Lau told The Epoch Times that he came from a history major, so he has a fond memory of the official history of the Legislative Council showing that Hong Kong was a British colony. This is not a deliberate search, rather he could not stand the behaviour of such a bunch of officials and legislators who suddenly came out and attempted to overturn the history displayed by the government’s official documents for so long. Therefore, he used the content of the official website of the Legislative Council as evidence to prove the weird official position of this government.

Apparent Admission for at Least 24 Years

The Legislative Council Secretariat pointed out that the website of the Legislative Council had been fully updated in January 2022, but it is still possible to search for outdated old pages through online search engines. Lau responded to the above statement, saying that this cannot verify whether the page “has not yet” been deleted by the Legislative Council, or whether it has been “suddenly” deleted.

However, the statement further corroborates the official stance of the Legislative Council. As of Dec 31, 2021, it still held the position that Hong Kong was a British colony. On this Lau asked further: “If not, then why is there still such a statement displayed on the official website after a full 24 years? The government needs to respond.”

If one were to go through the web page inventory website “Web Archive,” the page about Hong Kong’s former British colony status can still be seen existing on the Internet on the afternoon of June 15, 2022, while the archive on June 22 started to show something like “Cannot find the page,” on the Legislative Council website. 

As a district councillor, when asked what can be done at the district council level, and whether it is possible to move a motion to be discussed there, Lau lamented that the current district council “has been castrated to pieces by the government,” pointing out that current district council regulations require only issues related to affairs of the local district itself can be discussed, otherwise it would not be accepted for discussion. For example, he recently sent a letter to the District Council requesting a discussion on the MTR Corporation’s extension of the East Rail Line. He was then asked by the District Council Secretariat to add “convenience to residents of Tai Po” on the topic before it was considered within the council meetings. Without that tag, they will be regarded as territory-wide issues and will not be allowed there.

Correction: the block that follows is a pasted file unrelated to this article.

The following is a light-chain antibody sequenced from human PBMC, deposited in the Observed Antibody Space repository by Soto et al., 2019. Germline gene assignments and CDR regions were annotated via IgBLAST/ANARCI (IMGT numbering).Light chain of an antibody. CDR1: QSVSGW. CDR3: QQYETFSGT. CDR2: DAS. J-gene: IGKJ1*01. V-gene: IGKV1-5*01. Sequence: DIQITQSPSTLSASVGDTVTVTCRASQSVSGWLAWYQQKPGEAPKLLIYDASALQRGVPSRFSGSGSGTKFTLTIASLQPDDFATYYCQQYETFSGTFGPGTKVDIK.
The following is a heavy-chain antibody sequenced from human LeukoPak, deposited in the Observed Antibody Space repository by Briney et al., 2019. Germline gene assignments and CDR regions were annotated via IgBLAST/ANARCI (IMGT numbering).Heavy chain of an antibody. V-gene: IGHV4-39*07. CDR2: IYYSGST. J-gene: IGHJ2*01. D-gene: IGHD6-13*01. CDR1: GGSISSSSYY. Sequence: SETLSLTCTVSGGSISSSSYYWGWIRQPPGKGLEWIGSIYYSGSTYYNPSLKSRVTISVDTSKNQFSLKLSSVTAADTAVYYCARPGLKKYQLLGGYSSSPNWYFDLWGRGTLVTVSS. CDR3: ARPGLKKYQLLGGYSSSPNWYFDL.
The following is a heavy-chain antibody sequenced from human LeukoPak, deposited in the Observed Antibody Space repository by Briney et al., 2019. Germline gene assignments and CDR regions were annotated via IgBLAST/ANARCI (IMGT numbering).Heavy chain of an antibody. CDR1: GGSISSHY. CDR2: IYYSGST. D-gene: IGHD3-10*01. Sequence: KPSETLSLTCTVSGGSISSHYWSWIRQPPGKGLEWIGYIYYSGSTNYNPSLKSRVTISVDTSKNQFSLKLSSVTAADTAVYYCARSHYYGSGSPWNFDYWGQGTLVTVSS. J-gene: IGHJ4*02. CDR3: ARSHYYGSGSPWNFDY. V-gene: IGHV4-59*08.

Constant Vigilance Urged to Safeguard History

After the page disappeared, Lau published a post on his Facebook page titled “Who is tampering with the plot?,” quoting one of Czech writer Milan Kundera’s saying, “The struggle of man against power is the struggle of memory against forgetting.” Lau reprimanded, “Authoritarian governments use their power to control official writing, aiming to completely eradicate generally accepted knowledge and facts of the past,” with the intention of “making history annihilated and obliterated.”

To conclude he made such advice. “The current society is full of lies every day. “Calling black white” is not just a textbook story and is happening in front of our eyes on a daily basis. Against all these fickle lackeys and lousy officials, who always talk nonsense, what we can do now is not to become bored and indifferent to what is happening around us, or blindly believe in the information we come across. We need to think critically for anything we doubt, record the facts, and always be vigilant. Only in this way can we discern right from wrong and preserve our conscience and justice.”

Nie Law
Leo Cheung